Can community interventions deter young people from starting to smoke?

Some evidence is available to suggest that multi-component community interventions are effective in influencing smoking behaviour and preventing the uptake of smoking in young people. These interventions use co-ordinated, widespread, multi-component programmes to try and influence young people's behaviour. Community members are often involved in determining and/or implementing these programmes. These include education of tobacco retailers about age restrictions, programmes for prevention of smoking-related diseases, mass media, school and family-based programmes. Changes in intentions to smoke, knowledge, attitudes and perceptions about smoking did not generally appear to affect the long-term success of the programmes.

Authors' conclusions: 

There is some evidence to support the effectiveness of community interventions in reducing the uptake of smoking in young people, but the evidence is not strong and contains a number of methodological flaws.

Read the full abstract...

Cigarette smoking is one of the leading causes of preventable death in the world. Decisions to smoke are often made within a broad social context and therefore community interventions using coordinated, multi-component programmes may be effective in influencing the smoking behaviour of young people.


To determine the effectiveness of multi-component community based interventions in influencing smoking behaviour, which includes preventing the uptake of smoking in young people.

Search strategy: 

The Tobacco Addiction group's specialised register, Medline and other health, psychology and public policy electronic databases were searched, the bibliographies of identified studies were checked and raw data was requested from study authors. Searches were updated in August 2010.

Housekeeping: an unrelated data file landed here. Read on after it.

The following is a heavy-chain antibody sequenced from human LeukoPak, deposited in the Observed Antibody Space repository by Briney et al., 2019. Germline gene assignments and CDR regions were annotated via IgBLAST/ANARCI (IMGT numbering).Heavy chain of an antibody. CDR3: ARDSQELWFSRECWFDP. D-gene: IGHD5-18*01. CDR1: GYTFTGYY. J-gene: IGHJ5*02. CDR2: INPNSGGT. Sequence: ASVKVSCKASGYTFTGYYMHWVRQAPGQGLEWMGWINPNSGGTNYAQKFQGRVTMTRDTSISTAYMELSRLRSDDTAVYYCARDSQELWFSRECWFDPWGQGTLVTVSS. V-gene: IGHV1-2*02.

Selection criteria: 

Randomized and non randomized controlled trials that assessed the effectiveness of multi-component community interventions compared to no intervention or to single component or school-based programmes only. Reported outcomes had to include smoking behaviour in young people under the age of 25 years.

Data collection and analysis: 

Information relating to the characteristics and the content of community interventions, participants, outcomes and methods of the study was extracted by one reviewer and checked by a second. Studies were combined in a meta-analysis where possible and reported in narrative synthesis in text and table.

Main results: 

Twenty-five studies were included in the review and sixty-eight studies did not meet all of the inclusion criteria. All studies used a controlled trial design, with fifteen using random allocation of schools or communities. One study reported a reduction in short-term smoking prevalence (twelve months or less), while nine studies detected significant long-term effects. Two studies reported significantly lower smoking rates in the control population while the remaining thirteen studies showed no significant difference between groups. Improvements were seen in secondary outcomes for intentions to smoke in six out of eight studies, attitudes in five out of nine studies, perceptions in two out of six studies and knowledge in three out of six studies, while significant differences in favour of the control were seen in one of the nine studies assessing attitudes and one of six studies assessing perceptions.